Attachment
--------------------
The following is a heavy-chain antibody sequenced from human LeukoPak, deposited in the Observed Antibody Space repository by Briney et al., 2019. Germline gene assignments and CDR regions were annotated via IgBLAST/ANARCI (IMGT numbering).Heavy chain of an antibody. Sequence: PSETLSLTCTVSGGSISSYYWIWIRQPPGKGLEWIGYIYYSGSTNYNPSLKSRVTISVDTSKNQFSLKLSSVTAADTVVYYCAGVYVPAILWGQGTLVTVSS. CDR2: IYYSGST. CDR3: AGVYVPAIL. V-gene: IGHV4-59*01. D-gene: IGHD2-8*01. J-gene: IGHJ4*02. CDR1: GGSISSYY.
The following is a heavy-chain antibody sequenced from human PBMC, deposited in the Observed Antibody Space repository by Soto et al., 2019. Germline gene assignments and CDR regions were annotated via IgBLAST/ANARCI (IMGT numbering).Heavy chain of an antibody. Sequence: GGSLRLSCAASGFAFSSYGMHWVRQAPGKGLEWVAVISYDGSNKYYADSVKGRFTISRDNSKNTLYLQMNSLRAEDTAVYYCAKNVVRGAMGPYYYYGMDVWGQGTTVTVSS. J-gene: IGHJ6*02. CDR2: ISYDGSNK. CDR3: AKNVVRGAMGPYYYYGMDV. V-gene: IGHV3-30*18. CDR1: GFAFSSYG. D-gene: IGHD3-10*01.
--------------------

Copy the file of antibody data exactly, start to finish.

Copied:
The following is a heavy-chain antibody sequenced from human LeukoPak, deposited in the Observed Antibody Space repository by Briney et al., 2019. Germline gene assignments and CDR regions were annotated via IgBLAST/ANARCI (IMGT numbering).Heavy chain of an antibody. Sequence: PSETLSLTCTVSGGSISSYYWIWIRQPPGKGLEWIGYIYYSGSTNYNPSLKSRVTISVDTSKNQFSLKLSSVTAADTVVYYCAGVYVPAILWGQGTLVTVSS. CDR2: IYYSGST. CDR3: AGVYVPAIL. V-gene: IGHV4-59*01. D-gene: IGHD2-8*01. J-gene: IGHJ4*02. CDR1: GGSISSYY.
The following is a heavy-chain antibody sequenced from human PBMC, deposited in the Observed Antibody Space repository by Soto et al., 2019. Germline gene assignments and CDR regions were annotated via IgBLAST/ANARCI (IMGT numbering).Heavy chain of an antibody. Sequence: GGSLRLSCAASGFAFSSYGMHWVRQAPGKGLEWVAVISYDGSNKYYADSVKGRFTISRDNSKNTLYLQMNSLRAEDTAVYYCAKNVVRGAMGPYYYYGMDVWGQGTTVTVSS. J-gene: IGHJ6*02. CDR2: ISYDGSNK. CDR3: AKNVVRGAMGPYYYYGMDV. V-gene: IGHV3-30*18. CDR1: GFAFSSYG. D-gene: IGHD3-10*01.